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all folks the most sceptical, is thus far was noted as being forty-five to the unconvinced of its value, and awaits the minute. In three minutes it was unalresults of a larger number of cases; tered as to number, but had become irfeeling, meanwhile, at full freedom to regular. Then it began to fail, beating test its possible utility in a disease so thirty at the fifth minute, and ceasing unconquerable by ordinary methods. half a minute later, the auricles con
The poisonous agents which have tinuing somewhat longer. As the organ power to destroy life by acting directly failed, a strange fact was noted; at the on the heart are numerous. Among instant when the great cavity of the them we find aconite and digitalis well heart — the ventricle – contracted so known as medicines, and useful to con- as to expel the blood into the arteries, it trol tumultuous or over-excited activity was observed that here and there on its in this essential organ. Several, also, surface little prominences arose, which of the Eastern arrow poisons belong were presumed to be due to these parts to this class, -as the upas, of Borneo; being palsied so that they yielded unand, finally, the corroval, an arrow poi- der the pressure from within. That son of the Isthmus of Panama.
this was a true view of the case was To point out precisely in what way shown by pinching or galvanizing these various agents influence the heart minute portions of a healthy, active would require us to explain at length heart, when the same appearances were the whole physiology of this organ, and noted at the points enfeebled by the to discuss the function of the different over-stimulation to which they had been nerves which enter it. We shall there- thus mechanically subjected. When fore content ourselves with relating the heart stopped, it could not be re-exwhat is known in regard to corroval, cited by a touch, or by electric currents,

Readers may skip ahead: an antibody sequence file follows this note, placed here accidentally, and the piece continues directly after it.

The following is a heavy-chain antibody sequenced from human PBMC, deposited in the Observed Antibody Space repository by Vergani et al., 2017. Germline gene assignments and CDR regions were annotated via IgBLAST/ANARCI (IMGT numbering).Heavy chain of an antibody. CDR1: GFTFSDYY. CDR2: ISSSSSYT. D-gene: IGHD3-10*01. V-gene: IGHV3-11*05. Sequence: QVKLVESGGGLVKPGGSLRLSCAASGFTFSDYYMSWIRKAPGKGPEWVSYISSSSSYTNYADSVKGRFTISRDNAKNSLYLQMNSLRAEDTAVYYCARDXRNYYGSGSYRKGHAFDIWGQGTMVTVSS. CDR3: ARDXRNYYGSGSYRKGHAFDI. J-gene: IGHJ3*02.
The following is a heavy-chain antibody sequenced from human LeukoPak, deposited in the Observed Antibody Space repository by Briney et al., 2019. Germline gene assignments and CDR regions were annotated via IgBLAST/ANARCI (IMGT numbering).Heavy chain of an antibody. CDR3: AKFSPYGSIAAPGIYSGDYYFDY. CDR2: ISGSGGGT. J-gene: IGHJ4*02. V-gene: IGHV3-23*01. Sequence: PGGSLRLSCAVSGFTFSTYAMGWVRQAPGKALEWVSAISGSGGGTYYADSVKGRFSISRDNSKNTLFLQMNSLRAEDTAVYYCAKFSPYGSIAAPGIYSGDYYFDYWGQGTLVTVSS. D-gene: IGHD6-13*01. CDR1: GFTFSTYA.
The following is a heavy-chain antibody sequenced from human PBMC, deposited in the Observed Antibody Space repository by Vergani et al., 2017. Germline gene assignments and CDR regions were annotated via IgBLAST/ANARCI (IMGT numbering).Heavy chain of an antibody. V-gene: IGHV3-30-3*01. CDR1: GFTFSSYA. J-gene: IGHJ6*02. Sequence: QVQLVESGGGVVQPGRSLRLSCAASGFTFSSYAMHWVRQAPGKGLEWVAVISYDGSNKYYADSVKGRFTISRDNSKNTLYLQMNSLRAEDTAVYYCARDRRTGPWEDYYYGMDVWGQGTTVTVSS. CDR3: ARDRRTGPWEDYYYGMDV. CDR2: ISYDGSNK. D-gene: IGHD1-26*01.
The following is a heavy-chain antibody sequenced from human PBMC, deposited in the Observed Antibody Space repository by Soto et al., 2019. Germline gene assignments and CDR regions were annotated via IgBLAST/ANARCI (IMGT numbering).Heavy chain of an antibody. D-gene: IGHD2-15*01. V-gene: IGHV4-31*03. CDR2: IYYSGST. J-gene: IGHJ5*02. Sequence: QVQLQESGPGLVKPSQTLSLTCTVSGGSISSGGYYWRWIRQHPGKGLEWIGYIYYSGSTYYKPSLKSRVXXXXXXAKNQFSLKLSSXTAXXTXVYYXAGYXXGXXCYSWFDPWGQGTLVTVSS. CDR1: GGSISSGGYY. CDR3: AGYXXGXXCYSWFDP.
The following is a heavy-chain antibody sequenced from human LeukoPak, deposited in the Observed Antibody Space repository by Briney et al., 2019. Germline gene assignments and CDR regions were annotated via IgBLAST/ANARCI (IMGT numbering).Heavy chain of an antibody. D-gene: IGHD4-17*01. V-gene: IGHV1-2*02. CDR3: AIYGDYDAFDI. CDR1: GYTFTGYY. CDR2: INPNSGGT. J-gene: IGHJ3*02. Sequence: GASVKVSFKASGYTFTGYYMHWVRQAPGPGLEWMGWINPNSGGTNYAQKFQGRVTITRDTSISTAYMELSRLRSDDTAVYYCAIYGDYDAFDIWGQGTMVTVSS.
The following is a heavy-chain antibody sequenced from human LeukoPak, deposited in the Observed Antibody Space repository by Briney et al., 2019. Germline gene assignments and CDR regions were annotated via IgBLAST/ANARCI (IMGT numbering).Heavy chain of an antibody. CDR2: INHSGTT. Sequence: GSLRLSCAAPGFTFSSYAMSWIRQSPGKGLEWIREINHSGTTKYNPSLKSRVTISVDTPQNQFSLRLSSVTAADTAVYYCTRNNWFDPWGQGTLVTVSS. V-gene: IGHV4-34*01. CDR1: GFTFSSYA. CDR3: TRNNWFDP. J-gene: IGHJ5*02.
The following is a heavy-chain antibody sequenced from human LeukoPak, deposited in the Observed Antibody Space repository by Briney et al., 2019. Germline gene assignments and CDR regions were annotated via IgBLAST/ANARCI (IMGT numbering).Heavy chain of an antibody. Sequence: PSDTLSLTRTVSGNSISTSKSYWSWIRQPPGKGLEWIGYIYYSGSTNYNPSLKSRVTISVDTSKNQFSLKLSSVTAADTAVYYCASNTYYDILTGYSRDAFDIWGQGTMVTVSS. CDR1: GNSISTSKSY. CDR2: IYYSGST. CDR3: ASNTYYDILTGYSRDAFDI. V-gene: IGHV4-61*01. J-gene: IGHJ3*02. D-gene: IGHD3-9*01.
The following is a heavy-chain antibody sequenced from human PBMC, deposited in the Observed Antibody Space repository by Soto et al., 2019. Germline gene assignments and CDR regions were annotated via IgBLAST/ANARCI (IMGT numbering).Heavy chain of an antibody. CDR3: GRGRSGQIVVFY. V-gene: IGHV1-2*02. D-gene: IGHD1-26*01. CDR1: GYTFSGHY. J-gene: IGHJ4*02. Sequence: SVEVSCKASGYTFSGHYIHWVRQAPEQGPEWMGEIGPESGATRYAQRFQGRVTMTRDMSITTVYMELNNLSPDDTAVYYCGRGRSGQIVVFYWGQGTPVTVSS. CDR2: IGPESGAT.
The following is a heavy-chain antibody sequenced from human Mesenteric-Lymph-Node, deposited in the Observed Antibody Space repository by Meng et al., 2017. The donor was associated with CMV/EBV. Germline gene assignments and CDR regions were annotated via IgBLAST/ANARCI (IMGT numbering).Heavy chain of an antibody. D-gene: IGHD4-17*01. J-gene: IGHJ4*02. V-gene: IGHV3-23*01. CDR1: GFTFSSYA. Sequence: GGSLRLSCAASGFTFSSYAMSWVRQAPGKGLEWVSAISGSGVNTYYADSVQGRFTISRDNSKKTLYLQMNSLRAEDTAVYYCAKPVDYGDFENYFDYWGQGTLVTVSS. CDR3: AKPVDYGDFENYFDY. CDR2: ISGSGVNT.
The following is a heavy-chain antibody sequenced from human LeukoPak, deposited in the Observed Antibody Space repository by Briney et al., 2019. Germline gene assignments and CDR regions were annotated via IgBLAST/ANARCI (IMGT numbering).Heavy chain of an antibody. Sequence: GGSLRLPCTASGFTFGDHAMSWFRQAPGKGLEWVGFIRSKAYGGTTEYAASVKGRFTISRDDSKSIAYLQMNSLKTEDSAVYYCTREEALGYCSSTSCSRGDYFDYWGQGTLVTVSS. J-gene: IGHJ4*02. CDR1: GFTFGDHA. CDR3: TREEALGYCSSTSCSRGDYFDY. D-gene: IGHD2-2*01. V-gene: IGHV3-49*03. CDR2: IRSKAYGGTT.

- a poison which thus far has been as was the case in woorara poisoning, investigated only by two American tox- or in death from violence. icologists. Like woorara, this sub- During all of this time, and for twenty stance is a resinous-looking material, minutes after the heart ceased to beat, which is certainly of vegetable origin. the frog leaped about with readiness and It is used as an arrow poison by the ease, so that it seemed pretty clear that dwellers on the Rio Darien, but of the corroval was a poison which paralyzed nature of the plants which yield it we directly the tissues of the heart, without know absolutely nothing. Thus far it at first influencing any other portion is known only to savages, and to two of the economy. To put this beyond or three students of poisons, nor, if it doubt, the experimenter tried to keep were used to kill man, would it be pos- up the circulation by causing artificial sible to detect it in the tissues. As in breathing, which in the case of woorara the case of woorara, let us relate briefly was competent to sustain the heart's achow the toxic characters of corroval tion. Here, however, the heart stopped were first investigated.
as though no such means had been used. A frog was held while the opera- The same observation may be better tor placed a morsel of poison in a wound made on the young alligator, because made in the back. In ten or twelve in this creature the breathing continues minutes it showed signs of lassitude, for some twenty minutes after the heart and in half an hour was totally mo- has ceased to pulsate, thus making it tionless and dead. Nothing was seen